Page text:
Their familiarity with money could easily be described as spending all of their pay and then starting the cycle over again when they are next paid. Due to the sky-rocketing cost of living these days, this cycle is true for many people.

So, when a lump some of money falls into your lap it becomes all too easy to do what is familiar – spend it all.

You see, the heartache in all of this, is that sometimes even though we so badly want to change, we cannot stop doing what is familiar. And it’s not your fault. It’s simply because that’s the way our brain is hard-wired. It thinks it’s keeping you safe.

Remember the dog on the riverbank, ready to drown you with good intentions. Your brain’s relationship to familiarity is another case of the same situation.

Familiarity, just like emotion, will always win out in the end.

So, if what is familiar to you does not line up with the behaviour required to achieve your goal of becoming a published author, what do you do?

You make the unfamiliar, familiar.

Research shows it takes about 21 days to begin creating a new habit. And there’s only one way to create a new habit. Repetition.

One of the best ways to do this is by using the If, Then statement.

Psychological research tells us that changing or creating a habit using the If, Then method is two to three times more likely to be successful than trying it any other way.

In fact, according to Psychology Today, Peter Gollwitzer, an NYU psychologist who first articulated the power of If-Then planning, recently reviewed results from 94 studies that used the technique and found significantly higher success rates for just about every goal you can think of, from using public transportation more frequently, to avoiding stereotypical and prejudicial thoughts.

These plans work so well because they speak the language of your brain: the language of contingencies. Humans are very good at encoding information in "If X, then Y" terms, and using this process (often unconsciously) to guide our behaviour. Deciding exactly when and where you will act on your goal creates a link in your brain between the situation or cue (the if) and the behaviour that should follow (the then)’. – Psychology Today.

So how does all this help with your goals?

Well, the point is, now that we know that making the unfamiliar, familiar is the path to creating new habits that will take you closer to reaching your goal.

Now that we understand why making things familiar helps us succeed, here's what we need to do:

  1. Think of one habit that by changing it, you will draw closer to reaching your goal. Just for an example let's say it's allocating two hours a day to write.

2. Now we are going to create an If/Then strategy you can use to make sure you

follow through on that behaviour.

3. Download and print Page 10 of your Workbook and write down the habit you want to make familiar.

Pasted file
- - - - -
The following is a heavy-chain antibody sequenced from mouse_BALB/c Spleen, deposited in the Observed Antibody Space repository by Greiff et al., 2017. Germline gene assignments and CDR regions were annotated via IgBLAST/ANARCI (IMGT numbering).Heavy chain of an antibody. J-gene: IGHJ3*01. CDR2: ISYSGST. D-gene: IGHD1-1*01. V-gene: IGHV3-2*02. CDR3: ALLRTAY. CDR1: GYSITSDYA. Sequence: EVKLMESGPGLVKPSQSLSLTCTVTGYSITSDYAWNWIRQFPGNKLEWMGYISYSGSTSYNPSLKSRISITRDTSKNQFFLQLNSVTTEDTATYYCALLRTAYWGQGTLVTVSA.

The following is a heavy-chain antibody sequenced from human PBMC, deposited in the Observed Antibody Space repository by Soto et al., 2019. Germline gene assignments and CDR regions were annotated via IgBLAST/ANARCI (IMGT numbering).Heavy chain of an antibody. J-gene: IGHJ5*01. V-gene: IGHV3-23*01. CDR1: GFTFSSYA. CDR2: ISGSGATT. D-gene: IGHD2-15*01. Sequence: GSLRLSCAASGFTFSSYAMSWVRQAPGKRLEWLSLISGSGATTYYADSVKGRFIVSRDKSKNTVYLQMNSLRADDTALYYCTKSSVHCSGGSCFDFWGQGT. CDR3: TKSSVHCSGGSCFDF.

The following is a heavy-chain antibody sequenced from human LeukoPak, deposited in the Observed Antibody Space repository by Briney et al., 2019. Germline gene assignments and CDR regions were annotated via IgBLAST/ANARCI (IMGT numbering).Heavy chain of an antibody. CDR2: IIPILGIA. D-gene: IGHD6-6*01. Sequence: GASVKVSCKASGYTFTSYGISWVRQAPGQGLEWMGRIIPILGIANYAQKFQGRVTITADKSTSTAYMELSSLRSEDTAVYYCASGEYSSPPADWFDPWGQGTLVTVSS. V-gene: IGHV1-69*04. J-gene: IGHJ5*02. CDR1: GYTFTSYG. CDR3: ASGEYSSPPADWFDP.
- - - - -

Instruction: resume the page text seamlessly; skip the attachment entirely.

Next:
4. Using the two hour writing example we might write an If,Then statement like If my allocated writing time comes around and I instead feel like watching Netflix – Then, I will remind myself that if I don't stay on track I will never finish my book and my family will never have the benefits I could have provided as a successful, published author (or one of the motivating statements you wrote for yourself in lesson 4.

Or, maybe something more practical works for you. In that case your Then could be something like: If my allocated writing time comes around and I instead feel like watching Netflix – Then, I'll look at some of my favourite authors books, website, social media for inspiration to keep moving forward.

5. Now, write your own If, Then statement that relates to the habit you chose. It's fine to have more than one.

6. Do this new If/Then behaviour for 7 days. If you mess up and give in to the familiar, remember to forgive yourself and try again the next day. Change is hard and it’s okay to mess up now and again but you have to keep trying until you get it right.

7. Once you complete your week, try to go two weeks and then all the way to the full 21 days.

8. It doesn’t matter how many tries to takes. What matters is that you don’t make messing-up become familiar. Try again as many times as it takes until you make it all the way through with one habit. Make success familiar and it will snowball from there.

Only choose one habit at a time. It can be tempting to try and implement a whole range of supporting behaviours, but stick to one at a time.

For example, if we stick to the allocated time example it will be tempting to also allocate a certain number of chapters to complete in that time, but for now just stick to writing for 2 solid hours. Whatever you achieve in that time is progress toward your goal.

Once you have one thing down pat, you can move on to the next using your success as evidence that you can achieve it.

You will be able to say to yourself:

"Well I changed my habits and have been writing two hours per day for the past week without even thinking about it. There's no reason I can't add a new goal of finishing a chapter a day (or whatever your next goal might be) and I know I can change my behaviour because I already have, so it's totally possible. I have that ability and skill because I've already taught it to myself and it stuck."

You can download Page 10 of your print-friendly Workbook below:

Workbook page 10
Download PDF • 29KB